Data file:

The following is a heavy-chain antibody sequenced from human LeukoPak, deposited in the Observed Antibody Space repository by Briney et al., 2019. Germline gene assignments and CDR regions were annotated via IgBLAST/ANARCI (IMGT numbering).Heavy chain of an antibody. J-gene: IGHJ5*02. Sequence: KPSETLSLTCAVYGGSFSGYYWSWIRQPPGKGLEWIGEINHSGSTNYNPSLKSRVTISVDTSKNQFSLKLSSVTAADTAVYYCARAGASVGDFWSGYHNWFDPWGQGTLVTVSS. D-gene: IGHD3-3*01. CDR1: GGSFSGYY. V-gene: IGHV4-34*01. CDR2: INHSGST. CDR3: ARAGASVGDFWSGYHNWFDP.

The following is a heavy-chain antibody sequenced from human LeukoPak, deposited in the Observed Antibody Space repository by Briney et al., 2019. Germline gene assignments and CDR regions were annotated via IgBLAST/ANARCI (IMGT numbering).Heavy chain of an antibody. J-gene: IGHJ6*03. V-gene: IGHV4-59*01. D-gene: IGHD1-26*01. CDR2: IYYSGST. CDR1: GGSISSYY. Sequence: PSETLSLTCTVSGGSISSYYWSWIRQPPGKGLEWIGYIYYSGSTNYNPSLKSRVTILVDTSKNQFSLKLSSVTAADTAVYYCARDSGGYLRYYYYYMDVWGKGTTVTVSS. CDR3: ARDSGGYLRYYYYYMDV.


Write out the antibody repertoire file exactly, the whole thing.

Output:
The following is a heavy-chain antibody sequenced from human LeukoPak, deposited in the Observed Antibody Space repository by Briney et al., 2019. Germline gene assignments and CDR regions were annotated via IgBLAST/ANARCI (IMGT numbering).Heavy chain of an antibody. J-gene: IGHJ5*02. Sequence: KPSETLSLTCAVYGGSFSGYYWSWIRQPPGKGLEWIGEINHSGSTNYNPSLKSRVTISVDTSKNQFSLKLSSVTAADTAVYYCARAGASVGDFWSGYHNWFDPWGQGTLVTVSS. D-gene: IGHD3-3*01. CDR1: GGSFSGYY. V-gene: IGHV4-34*01. CDR2: INHSGST. CDR3: ARAGASVGDFWSGYHNWFDP.

The following is a heavy-chain antibody sequenced from human LeukoPak, deposited in the Observed Antibody Space repository by Briney et al., 2019. Germline gene assignments and CDR regions were annotated via IgBLAST/ANARCI (IMGT numbering).Heavy chain of an antibody. J-gene: IGHJ6*03. V-gene: IGHV4-59*01. D-gene: IGHD1-26*01. CDR2: IYYSGST. CDR1: GGSISSYY. Sequence: PSETLSLTCTVSGGSISSYYWSWIRQPPGKGLEWIGYIYYSGSTNYNPSLKSRVTILVDTSKNQFSLKLSSVTAADTAVYYCARDSGGYLRYYYYYMDVWGKGTTVTVSS. CDR3: ARDSGGYLRYYYYYMDV.